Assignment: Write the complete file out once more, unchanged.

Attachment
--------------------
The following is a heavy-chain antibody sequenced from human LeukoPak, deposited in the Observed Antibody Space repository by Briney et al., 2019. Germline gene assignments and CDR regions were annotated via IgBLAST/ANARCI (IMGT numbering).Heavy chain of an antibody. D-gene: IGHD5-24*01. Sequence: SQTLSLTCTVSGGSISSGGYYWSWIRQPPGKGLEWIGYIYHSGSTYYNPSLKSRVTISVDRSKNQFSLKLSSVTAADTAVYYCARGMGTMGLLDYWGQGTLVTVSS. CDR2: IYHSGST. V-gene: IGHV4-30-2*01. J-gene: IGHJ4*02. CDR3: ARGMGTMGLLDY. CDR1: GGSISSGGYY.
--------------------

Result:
The following is a heavy-chain antibody sequenced from human LeukoPak, deposited in the Observed Antibody Space repository by Briney et al., 2019. Germline gene assignments and CDR regions were annotated via IgBLAST/ANARCI (IMGT numbering).Heavy chain of an antibody. D-gene: IGHD5-24*01. Sequence: SQTLSLTCTVSGGSISSGGYYWSWIRQPPGKGLEWIGYIYHSGSTYYNPSLKSRVTISVDRSKNQFSLKLSSVTAADTAVYYCARGMGTMGLLDYWGQGTLVTVSS. CDR2: IYHSGST. V-gene: IGHV4-30-2*01. J-gene: IGHJ4*02. CDR3: ARGMGTMGLLDY. CDR1: GGSISSGGYY.